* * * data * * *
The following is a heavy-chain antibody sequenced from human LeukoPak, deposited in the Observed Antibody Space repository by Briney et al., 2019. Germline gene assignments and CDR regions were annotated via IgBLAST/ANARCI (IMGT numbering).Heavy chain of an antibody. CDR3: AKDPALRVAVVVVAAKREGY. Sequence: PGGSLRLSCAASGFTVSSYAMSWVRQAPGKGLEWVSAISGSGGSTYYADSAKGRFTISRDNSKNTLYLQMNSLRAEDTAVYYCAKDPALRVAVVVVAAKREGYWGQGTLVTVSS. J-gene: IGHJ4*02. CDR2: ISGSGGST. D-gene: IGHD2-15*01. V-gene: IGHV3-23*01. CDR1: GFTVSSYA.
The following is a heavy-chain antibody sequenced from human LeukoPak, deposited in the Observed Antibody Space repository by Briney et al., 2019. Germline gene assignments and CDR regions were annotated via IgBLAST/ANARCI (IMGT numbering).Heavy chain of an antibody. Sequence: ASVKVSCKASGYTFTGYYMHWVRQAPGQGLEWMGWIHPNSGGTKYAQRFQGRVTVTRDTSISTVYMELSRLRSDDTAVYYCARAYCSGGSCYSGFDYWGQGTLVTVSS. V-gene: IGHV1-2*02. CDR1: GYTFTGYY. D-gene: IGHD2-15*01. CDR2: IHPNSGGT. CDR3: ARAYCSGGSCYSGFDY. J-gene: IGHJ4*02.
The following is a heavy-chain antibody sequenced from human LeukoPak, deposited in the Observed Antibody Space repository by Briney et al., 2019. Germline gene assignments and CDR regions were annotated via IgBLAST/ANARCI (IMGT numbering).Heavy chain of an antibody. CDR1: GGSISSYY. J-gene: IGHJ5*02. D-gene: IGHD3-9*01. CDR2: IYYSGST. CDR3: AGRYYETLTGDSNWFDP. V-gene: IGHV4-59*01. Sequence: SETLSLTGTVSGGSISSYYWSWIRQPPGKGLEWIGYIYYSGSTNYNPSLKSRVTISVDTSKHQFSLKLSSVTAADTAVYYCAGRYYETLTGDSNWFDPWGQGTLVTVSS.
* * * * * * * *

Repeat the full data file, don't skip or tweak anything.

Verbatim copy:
The following is a heavy-chain antibody sequenced from human LeukoPak, deposited in the Observed Antibody Space repository by Briney et al., 2019. Germline gene assignments and CDR regions were annotated via IgBLAST/ANARCI (IMGT numbering).Heavy chain of an antibody. CDR3: AKDPALRVAVVVVAAKREGY. Sequence: PGGSLRLSCAASGFTVSSYAMSWVRQAPGKGLEWVSAISGSGGSTYYADSAKGRFTISRDNSKNTLYLQMNSLRAEDTAVYYCAKDPALRVAVVVVAAKREGYWGQGTLVTVSS. J-gene: IGHJ4*02. CDR2: ISGSGGST. D-gene: IGHD2-15*01. V-gene: IGHV3-23*01. CDR1: GFTVSSYA.
The following is a heavy-chain antibody sequenced from human LeukoPak, deposited in the Observed Antibody Space repository by Briney et al., 2019. Germline gene assignments and CDR regions were annotated via IgBLAST/ANARCI (IMGT numbering).Heavy chain of an antibody. Sequence: ASVKVSCKASGYTFTGYYMHWVRQAPGQGLEWMGWIHPNSGGTKYAQRFQGRVTVTRDTSISTVYMELSRLRSDDTAVYYCARAYCSGGSCYSGFDYWGQGTLVTVSS. V-gene: IGHV1-2*02. CDR1: GYTFTGYY. D-gene: IGHD2-15*01. CDR2: IHPNSGGT. CDR3: ARAYCSGGSCYSGFDY. J-gene: IGHJ4*02.
The following is a heavy-chain antibody sequenced from human LeukoPak, deposited in the Observed Antibody Space repository by Briney et al., 2019. Germline gene assignments and CDR regions were annotated via IgBLAST/ANARCI (IMGT numbering).Heavy chain of an antibody. CDR1: GGSISSYY. J-gene: IGHJ5*02. D-gene: IGHD3-9*01. CDR2: IYYSGST. CDR3: AGRYYETLTGDSNWFDP. V-gene: IGHV4-59*01. Sequence: SETLSLTGTVSGGSISSYYWSWIRQPPGKGLEWIGYIYYSGSTNYNPSLKSRVTISVDTSKHQFSLKLSSVTAADTAVYYCAGRYYETLTGDSNWFDPWGQGTLVTVSS.